If we are to accept the traditional identification of the author of this gospel as the Luke who was a companion to Paul, the strongest evidence in favor may be found in the Acts of the Apostles. There, in recounting Paul's missionary journeys, the narrative switches in a number of places from the third person typical of narrating past events to the more unusual first person plural - what scholars call the "we-passages." The text implies here that the author accompanied Paul on these journeys.
On the other hand, the author also indicates at the outset of the Gospel that he is not an eyewitness to the events of Jesus' life and ministry - he relies instead on "eyewitnesses from the beginning." This admission that the author has consulted and incorporated the witness of others may account for the we-passages in Acts. By this argument, the passages indicate the use by the author of a travel diary of some sort - his own or that of someone else.
Modern scholarship raises questions about the traditional identification of the author with the companion to Paul. The two main lines of argument concern themselves with the strong stylistic consistency in Luke Acts and the instances where the text appears to be in tension with the Pauline Corpus. In the first instance, scholars note that even.
If we cannot confirm (or completely deny) the traditional identification of the author, then what may be said?
If we start with the text - specifically the prologue - we hear the voice of the author tell us about his identity and his method. He is not an eyewitness, but he depends upon reliable witnesses to offer his account. He tells his purported reader. Theophilus, that his narrative with be "orderly," "accurate," and a basis for affirming the certainty of the teaching that Theophilus has already received.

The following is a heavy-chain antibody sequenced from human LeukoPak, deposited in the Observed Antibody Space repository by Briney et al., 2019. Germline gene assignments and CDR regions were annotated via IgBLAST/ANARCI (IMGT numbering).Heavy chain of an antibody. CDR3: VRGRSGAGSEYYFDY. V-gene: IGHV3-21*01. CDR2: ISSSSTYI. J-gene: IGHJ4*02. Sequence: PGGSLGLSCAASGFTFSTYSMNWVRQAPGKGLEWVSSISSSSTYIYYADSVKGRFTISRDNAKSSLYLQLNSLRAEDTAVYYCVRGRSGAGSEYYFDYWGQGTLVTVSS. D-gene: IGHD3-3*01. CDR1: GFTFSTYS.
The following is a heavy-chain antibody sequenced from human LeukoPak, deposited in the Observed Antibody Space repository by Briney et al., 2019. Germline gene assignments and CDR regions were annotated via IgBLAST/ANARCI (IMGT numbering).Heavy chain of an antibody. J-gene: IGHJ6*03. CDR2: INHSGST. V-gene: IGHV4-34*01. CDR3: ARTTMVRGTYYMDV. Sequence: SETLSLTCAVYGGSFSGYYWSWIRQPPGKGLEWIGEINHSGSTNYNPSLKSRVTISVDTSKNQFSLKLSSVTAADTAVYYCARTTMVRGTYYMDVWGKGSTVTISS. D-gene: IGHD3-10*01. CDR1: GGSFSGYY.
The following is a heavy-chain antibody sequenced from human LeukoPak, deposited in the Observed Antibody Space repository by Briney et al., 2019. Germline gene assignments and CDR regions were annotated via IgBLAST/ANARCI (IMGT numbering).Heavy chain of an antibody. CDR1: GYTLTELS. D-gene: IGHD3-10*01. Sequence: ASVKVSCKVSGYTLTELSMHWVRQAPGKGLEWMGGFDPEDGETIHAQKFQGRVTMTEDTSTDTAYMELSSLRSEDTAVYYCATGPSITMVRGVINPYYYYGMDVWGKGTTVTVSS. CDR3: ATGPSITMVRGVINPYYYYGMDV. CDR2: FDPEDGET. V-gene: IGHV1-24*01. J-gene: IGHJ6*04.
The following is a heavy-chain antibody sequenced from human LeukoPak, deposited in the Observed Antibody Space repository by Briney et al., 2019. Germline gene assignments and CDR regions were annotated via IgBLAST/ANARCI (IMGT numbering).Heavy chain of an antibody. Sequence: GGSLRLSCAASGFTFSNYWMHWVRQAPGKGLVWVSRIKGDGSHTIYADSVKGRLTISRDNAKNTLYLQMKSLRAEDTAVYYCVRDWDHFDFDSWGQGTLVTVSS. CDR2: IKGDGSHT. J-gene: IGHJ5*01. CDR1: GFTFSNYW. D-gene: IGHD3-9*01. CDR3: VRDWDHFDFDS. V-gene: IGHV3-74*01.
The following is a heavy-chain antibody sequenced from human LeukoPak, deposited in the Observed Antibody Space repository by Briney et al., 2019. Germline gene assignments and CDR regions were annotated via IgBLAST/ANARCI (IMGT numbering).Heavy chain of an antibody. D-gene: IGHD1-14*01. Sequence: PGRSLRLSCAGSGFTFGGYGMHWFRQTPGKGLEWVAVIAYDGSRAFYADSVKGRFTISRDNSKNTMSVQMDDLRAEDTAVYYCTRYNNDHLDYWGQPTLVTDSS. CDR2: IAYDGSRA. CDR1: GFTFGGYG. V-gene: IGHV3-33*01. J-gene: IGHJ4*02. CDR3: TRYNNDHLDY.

Less directly, we can deduce from the excellent style of the two volumes that the author is an educated man, capable of good writing and allusion to literature and scripture. While the previous suggests that the author is ethnically gentile, his strong interest in Jewish faith, scripture and tradition suggest an education in the same. Consider, for example, the deeply Jewish and Old Testament cast of the infancy narrative in Luke. Father Joseph Fitzmyer has speculated that the author of Luke Acts may have been a proselyte - a gentile convert to Judaism who laster converted to Christianity. While this theory cannot be proven, it does neatly explain the combination in these texts of deep knowledge of the Old Testament and sophisticated Koine Greek style.
We may also observe from the text that the author reveres the legacy of Peter and Paul, but that he gives special emphasis to the evangelizing career of Paul. As he does not use typical Pauline vocabulary, we may have to admit that he does not possess any of Paul's letters, but we can imagine nonetheless that Paul's perspectives - especially with regard to the gentile mission - form part of the witness that has shaped this narrative.
No gospel may be dated with certainty. We must rely on clues within the text and correlate them to what we know of the later decades of the first century in order to guess at a date for Luke Acts.